Former James Brown Band Leader: 'James Was Determined To Do Things'

Soul icon James Brown in a 1988 performance in Bremen, Germany. (Courtney Creative Commons)
Soul icon James Brown in a 1988 performance in Bremen, Germany. (Courtney Creative Commons)

There are two kinds of call-out guests in a typical On Point broadcast production — the guests we plan (the numbers we have dialed up and waiting to chime in) and the guests we invite in on their own accord (also known as our listener callers). We always aim for a spontaneous, lively conversation, but there's something that's some kind of fantastic when a call-in guest of the second type truly and utterly surprises our producers and host.

That's what Hollie Ferris did today. Ferris, a trumpeter and former music director of the James Brown Band at the end of a conversation with novelist and author James McBride, whose captivating new book on soul icon James Brown was just released.

"I played with Brown from 1975 until he passed away," Ferris said when he called in. Ferris played with Brown during a major professional comeback for the artist. Ferris recognized that change, but he also wanted to stress a special part of Brown's personality: his tenacity.

"I wanted to address how determined Brown was to do certain things. Like the Apollo Theater Live Album, they told him, 'You cant do that, it's never been done in history, you can't do a live album.' Well, he did it, with his own money when the record company wouldn't do it. It was his determination to do things, especially when you told him he couldn't do it, he would do it anyway. He pulled it off."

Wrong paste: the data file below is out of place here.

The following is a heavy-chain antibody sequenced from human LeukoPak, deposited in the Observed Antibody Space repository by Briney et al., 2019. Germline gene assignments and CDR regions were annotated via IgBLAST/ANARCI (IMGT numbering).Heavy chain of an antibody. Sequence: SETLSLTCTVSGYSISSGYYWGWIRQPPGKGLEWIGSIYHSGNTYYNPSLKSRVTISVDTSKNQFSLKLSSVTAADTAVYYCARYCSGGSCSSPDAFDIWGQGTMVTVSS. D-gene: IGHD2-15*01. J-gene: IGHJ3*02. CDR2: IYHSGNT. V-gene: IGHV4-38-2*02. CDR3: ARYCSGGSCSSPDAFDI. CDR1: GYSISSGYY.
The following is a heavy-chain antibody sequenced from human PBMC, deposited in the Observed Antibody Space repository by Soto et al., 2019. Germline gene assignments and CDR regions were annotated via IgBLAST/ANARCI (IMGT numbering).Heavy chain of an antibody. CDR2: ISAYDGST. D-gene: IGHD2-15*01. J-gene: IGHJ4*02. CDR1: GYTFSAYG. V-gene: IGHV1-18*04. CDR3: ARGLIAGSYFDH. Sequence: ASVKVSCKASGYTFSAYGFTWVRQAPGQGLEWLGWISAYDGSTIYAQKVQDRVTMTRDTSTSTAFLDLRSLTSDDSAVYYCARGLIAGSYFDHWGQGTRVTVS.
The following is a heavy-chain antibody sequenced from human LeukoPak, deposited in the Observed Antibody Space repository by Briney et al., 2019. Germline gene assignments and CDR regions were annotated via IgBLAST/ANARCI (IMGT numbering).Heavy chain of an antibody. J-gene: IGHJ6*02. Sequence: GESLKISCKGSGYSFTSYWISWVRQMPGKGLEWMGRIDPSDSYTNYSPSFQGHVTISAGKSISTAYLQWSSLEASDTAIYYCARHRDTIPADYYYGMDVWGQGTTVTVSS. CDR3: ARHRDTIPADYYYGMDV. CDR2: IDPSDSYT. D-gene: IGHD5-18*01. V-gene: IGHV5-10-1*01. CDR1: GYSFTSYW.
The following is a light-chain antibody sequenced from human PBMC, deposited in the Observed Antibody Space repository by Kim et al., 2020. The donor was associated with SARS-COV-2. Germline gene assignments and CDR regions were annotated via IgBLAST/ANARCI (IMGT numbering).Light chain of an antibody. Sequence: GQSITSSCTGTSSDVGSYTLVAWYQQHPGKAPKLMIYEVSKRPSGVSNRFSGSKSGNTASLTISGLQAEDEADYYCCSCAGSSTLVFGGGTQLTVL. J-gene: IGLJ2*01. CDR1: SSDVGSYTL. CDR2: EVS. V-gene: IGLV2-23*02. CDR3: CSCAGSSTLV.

And though Brown may have been hard to work with, he ultimately was in search of a very specific kind of downbeat.

"Brown tried to explain [his emphasis on the beat] to many people and nobody knew what he was talking about. But for him, if the downbeat was there, didn't matter, everything else was just gravy."

But what Ferris kept going back to during his lengthy call with us was Brown's stubborn, consistent force of character.

"We played a gig in Argentina and he was already in his 70s, he was so sick. He had IV fluids going in and a catheter. But he pulled him out, went and did a show and put 'em back in. That's how determined he was to do a show."

Thanks to Ferris, McBride and, yes, James Brown, for a truly special moment of live radio.


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